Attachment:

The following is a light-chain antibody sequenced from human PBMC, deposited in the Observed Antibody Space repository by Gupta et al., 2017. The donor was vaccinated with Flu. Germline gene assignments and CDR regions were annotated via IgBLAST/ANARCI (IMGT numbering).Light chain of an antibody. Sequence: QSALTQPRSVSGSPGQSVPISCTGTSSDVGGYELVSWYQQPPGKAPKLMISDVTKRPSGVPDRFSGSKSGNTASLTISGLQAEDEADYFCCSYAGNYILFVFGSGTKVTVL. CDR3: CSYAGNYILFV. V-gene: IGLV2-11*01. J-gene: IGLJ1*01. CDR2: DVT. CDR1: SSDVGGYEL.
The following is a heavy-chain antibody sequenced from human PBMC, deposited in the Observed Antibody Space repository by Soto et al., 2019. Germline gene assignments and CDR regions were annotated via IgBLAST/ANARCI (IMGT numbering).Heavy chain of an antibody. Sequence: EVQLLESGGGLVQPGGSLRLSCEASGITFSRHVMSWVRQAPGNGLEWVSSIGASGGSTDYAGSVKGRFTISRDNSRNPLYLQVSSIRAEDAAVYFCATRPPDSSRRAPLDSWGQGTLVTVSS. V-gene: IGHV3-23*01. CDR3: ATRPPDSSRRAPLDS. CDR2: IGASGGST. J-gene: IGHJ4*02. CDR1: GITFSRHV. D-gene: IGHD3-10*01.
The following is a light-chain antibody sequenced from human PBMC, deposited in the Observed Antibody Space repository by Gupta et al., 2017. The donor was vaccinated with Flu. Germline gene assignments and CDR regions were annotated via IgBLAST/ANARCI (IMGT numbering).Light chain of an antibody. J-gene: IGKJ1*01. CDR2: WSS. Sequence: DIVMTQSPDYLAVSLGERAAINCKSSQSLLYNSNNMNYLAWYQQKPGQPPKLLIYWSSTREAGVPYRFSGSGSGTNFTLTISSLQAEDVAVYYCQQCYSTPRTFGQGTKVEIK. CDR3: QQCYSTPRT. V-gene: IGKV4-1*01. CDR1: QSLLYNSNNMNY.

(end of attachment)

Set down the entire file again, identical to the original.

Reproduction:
The following is a light-chain antibody sequenced from human PBMC, deposited in the Observed Antibody Space repository by Gupta et al., 2017. The donor was vaccinated with Flu. Germline gene assignments and CDR regions were annotated via IgBLAST/ANARCI (IMGT numbering).Light chain of an antibody. Sequence: QSALTQPRSVSGSPGQSVPISCTGTSSDVGGYELVSWYQQPPGKAPKLMISDVTKRPSGVPDRFSGSKSGNTASLTISGLQAEDEADYFCCSYAGNYILFVFGSGTKVTVL. CDR3: CSYAGNYILFV. V-gene: IGLV2-11*01. J-gene: IGLJ1*01. CDR2: DVT. CDR1: SSDVGGYEL.
The following is a heavy-chain antibody sequenced from human PBMC, deposited in the Observed Antibody Space repository by Soto et al., 2019. Germline gene assignments and CDR regions were annotated via IgBLAST/ANARCI (IMGT numbering).Heavy chain of an antibody. Sequence: EVQLLESGGGLVQPGGSLRLSCEASGITFSRHVMSWVRQAPGNGLEWVSSIGASGGSTDYAGSVKGRFTISRDNSRNPLYLQVSSIRAEDAAVYFCATRPPDSSRRAPLDSWGQGTLVTVSS. V-gene: IGHV3-23*01. CDR3: ATRPPDSSRRAPLDS. CDR2: IGASGGST. J-gene: IGHJ4*02. CDR1: GITFSRHV. D-gene: IGHD3-10*01.
The following is a light-chain antibody sequenced from human PBMC, deposited in the Observed Antibody Space repository by Gupta et al., 2017. The donor was vaccinated with Flu. Germline gene assignments and CDR regions were annotated via IgBLAST/ANARCI (IMGT numbering).Light chain of an antibody. J-gene: IGKJ1*01. CDR2: WSS. Sequence: DIVMTQSPDYLAVSLGERAAINCKSSQSLLYNSNNMNYLAWYQQKPGQPPKLLIYWSSTREAGVPYRFSGSGSGTNFTLTISSLQAEDVAVYYCQQCYSTPRTFGQGTKVEIK. CDR3: QQCYSTPRT. V-gene: IGKV4-1*01. CDR1: QSLLYNSNNMNY.